Skip to content

September 29, 2022

King Submits First “Maine’s Veteran Voices” Interviews to Library of Congress

“Countless communities across Maine and the nation will benefit from this,” says Veterans History Project Director as King hand delivers nine conversations to the Library

Watch Senator King present the interviews HERE 

WASHINGTON, D.C. – U.S. Senator Angus King today submitted his first nine interviews with Maine veterans to the Library of Congress where they will be preserved as part of their Veterans History Project (VHP) for future generations. During the presentation ceremony, Senator King and VHP Director Monica Mohindra highlighted the importance of preserving the firsthand stories of America’s veterans; stressing that this history is essential to honoring and understanding the sacrifices of America’s brave servicemembers. The Senator also discussed how his interviews with Maine veterans have helped him shape legislation and better understand the issues facing those who served. King recently included a servicemember suicide report recommended to him during a veteran interview in the 2023 National Defense Authorization Act.

“We are literally recording history that can inform our future. One of my favorite sayings from Mark Twain, everybody has one, is history doesn't always repeat itself, but it usually rhymes. That means we all have something to learn from history,” said Senator King. “For example, the first interview I did was with a fellow named Carmine Pecorelli. Carmine served in World War II, Korea, and Vietnam – he served in the Navy, the Air Force, and the Army all in one career. But sadly, a few months ago, we lost him. Without the [Veterans History Project] his history and stories would have been lost.”

“The other thing that I think is important about these interviews is that they can inform policy,” continued Senator King. “A veteran made a point to me in our interview that he thought it would be worthwhile to ask the military to look at veteran suicide by job classification. That is [now] an amendment in the National Defense Act that will be on the floor of the US Senate in a few weeks, and it came out of that interview. We’re asking the Defense Department to study the issue of veteran suicide by job classification to see if there are places with additional danger that we should address. People in my business don’t listen enough, and that’s what this program is all about, is listening to veterans from a variety of backgrounds, a variety of conflicts, and a variety of experiences.”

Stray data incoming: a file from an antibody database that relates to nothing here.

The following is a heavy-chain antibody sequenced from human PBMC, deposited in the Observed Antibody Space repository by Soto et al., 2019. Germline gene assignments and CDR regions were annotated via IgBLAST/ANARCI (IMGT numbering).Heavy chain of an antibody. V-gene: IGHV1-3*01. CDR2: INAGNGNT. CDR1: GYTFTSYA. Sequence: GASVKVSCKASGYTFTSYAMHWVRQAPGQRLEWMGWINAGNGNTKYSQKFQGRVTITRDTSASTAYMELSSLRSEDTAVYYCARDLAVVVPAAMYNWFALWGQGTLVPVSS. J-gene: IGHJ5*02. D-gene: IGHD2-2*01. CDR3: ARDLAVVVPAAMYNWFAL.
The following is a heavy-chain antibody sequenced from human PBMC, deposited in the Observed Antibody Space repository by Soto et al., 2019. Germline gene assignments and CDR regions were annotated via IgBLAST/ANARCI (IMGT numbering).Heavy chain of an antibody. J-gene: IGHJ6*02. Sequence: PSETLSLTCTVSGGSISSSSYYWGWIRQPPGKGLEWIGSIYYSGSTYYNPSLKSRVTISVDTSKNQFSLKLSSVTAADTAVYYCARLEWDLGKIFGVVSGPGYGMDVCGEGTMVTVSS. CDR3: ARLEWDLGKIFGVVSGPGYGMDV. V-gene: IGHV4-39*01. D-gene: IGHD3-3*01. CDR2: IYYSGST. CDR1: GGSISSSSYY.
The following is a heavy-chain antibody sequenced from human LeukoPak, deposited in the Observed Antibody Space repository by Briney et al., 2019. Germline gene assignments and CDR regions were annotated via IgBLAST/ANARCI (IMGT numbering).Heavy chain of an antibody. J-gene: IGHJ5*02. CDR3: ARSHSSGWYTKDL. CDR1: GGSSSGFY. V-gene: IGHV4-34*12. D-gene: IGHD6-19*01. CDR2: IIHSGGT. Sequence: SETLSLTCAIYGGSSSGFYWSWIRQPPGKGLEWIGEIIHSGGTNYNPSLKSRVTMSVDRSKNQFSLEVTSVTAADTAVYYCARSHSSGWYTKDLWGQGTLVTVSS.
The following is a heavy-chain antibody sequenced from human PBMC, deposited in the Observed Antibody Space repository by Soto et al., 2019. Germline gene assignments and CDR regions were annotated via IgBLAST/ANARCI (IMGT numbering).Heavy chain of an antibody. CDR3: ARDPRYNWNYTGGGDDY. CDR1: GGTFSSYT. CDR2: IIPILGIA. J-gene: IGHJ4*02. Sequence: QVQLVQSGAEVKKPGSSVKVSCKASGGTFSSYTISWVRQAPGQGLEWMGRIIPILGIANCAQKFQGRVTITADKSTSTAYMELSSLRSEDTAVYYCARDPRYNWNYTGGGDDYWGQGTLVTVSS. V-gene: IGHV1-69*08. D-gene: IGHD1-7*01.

During the presentation ceremony, VHP Director Mohindra thanked Senator King for his work on the project and for submitting the nine Maine interviews.

“Thank you so very much Senator King and everyone in your office who helped organize the interviews and collect the stories,” said VHP Director Mohindra. “You have ensured that the voices of veterans you interviewed will live on. We tend to think of that as being something that lives on because we're speaking to individual veterans. But the truth is that legacy of service and that life, living property of that legacy is not just because you're taking these individual personal narratives. It's because of the use and what happens to them once they're here. They don't sit on dusty shelves, but they're used every day. Countless communities across Maine and the nation will benefit from this.”

Over the last year, Senator King has conducted nine interviews with Maine veterans as part of the Library of Congress’ Veterans History Project, an effort by the Library to collect, preserve and distribute the personal accounts of American war veterans so that future generations may hear directly from veterans and better understand the realities of war. The interviews and primary documents from the project are then used by researchers, historians, students, and filmmakers across the country. You can find or watch all nine of Senator King’s interviews HERE.

Next Article » « Previous Article